This solution engages pretty much the same rendering strategy as the console versions - you'll get full v-sync at 30fps, with tearing only present should the renderer dip below that target frame-rate. In terms of how that looks in terms of those troublesome Batmobile areas, check out the videos on this page. It's the only solution that gives us the same level 30fps as the console versions, and we got the same results whether we were using an SSD or a mechanical hard drive. Overall, we could get okay results using a Core i3 4130 and a GTX 750 Ti (our 'go to' budget PC configuration), but a Core i5 quad-core processor combined with a GTX 960 gave us a fluidity that matched and even slightly exceeded the PS4 version, and we could invoke two of the four GameWorks effects on top too.
However, PC gaming is about scalability - we want to see a return from more expensive hardware. If we're effectively limited to 30fps for something resembling stutter-free, consistent gameplay, what options are there to actually making use of higher end PC hardware? Obviously, resolution is a key differentiator - rather than spending GPU cycles on higher frame-rates, they can be utilised on running at 1440p or even 4K, assuming your hardware has the necessary capacity. Nvidia owners may be tempted to go for DSR - rendering at a much higher resolution at the driver level before scaling down to the display's native pixel count. This allows for more refined image quality, particularly in terms of anti-aliasing. Unfortunately, the bad news is that in our testing, DSR kills the effectiveness of half-rate adaptive v-sync, introducing judder.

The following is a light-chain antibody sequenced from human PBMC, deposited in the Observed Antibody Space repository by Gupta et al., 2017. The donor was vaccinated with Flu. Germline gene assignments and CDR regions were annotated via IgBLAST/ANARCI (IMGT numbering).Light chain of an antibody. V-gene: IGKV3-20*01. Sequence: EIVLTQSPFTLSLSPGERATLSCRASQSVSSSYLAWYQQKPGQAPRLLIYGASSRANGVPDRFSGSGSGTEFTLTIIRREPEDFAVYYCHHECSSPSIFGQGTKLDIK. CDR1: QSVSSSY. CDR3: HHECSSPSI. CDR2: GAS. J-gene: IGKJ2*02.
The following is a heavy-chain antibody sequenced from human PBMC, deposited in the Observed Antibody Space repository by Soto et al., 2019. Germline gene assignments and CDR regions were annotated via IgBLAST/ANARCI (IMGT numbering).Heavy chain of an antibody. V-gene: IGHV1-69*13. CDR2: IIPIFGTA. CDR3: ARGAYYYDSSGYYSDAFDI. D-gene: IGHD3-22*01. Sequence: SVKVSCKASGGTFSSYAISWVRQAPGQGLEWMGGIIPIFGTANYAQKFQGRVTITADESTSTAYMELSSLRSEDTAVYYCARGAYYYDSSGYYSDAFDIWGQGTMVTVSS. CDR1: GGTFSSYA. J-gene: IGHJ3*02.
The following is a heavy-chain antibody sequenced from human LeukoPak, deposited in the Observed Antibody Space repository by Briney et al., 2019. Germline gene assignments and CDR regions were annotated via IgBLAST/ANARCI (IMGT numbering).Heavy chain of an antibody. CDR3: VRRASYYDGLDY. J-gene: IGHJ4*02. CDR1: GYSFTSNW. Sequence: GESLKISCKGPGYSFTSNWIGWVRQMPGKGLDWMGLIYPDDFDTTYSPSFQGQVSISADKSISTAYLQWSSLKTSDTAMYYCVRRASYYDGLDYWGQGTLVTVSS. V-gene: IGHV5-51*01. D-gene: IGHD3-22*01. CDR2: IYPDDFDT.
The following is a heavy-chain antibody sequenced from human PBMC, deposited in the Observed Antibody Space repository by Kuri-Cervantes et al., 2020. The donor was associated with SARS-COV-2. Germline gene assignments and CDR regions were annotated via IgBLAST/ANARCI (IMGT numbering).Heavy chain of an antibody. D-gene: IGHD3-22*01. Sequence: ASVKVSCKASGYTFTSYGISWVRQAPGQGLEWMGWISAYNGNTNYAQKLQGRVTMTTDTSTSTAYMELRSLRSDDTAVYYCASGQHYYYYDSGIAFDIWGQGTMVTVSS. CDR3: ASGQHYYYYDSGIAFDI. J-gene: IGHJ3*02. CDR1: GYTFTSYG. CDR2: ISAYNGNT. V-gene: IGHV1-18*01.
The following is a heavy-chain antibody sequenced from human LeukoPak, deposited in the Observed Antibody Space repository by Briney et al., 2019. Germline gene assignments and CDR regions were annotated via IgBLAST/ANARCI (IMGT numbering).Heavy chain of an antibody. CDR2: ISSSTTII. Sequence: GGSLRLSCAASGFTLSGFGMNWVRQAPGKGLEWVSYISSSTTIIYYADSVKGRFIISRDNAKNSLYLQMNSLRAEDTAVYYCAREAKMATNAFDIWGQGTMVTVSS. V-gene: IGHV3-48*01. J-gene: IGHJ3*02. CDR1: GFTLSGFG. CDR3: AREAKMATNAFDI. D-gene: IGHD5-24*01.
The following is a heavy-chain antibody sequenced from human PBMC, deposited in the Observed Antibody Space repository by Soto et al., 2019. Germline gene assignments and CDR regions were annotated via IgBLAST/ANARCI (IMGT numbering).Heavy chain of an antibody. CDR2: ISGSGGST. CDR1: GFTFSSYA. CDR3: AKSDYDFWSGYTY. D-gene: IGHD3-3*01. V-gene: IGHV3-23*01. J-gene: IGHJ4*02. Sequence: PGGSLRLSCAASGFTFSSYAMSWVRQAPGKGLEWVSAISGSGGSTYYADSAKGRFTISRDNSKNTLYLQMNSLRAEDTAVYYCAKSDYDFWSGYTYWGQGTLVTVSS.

Nvidia GameWorks features can be added, like enhanced smoke effects and additional paper debris. Bizarrely, these features appear to kick in a DirectX 10 variant of the code, and once again the half-rate adaptive v-sync option we use for even frame-pacing is nerfed as a result. Enhanced rain and light-shafts can be utilised though, and the good news is that these two GameWorks effects are also on the table for AMD card owners too. The bad news is that the impact on GPU load isn't really matched by any massively impressive leap in graphical quality.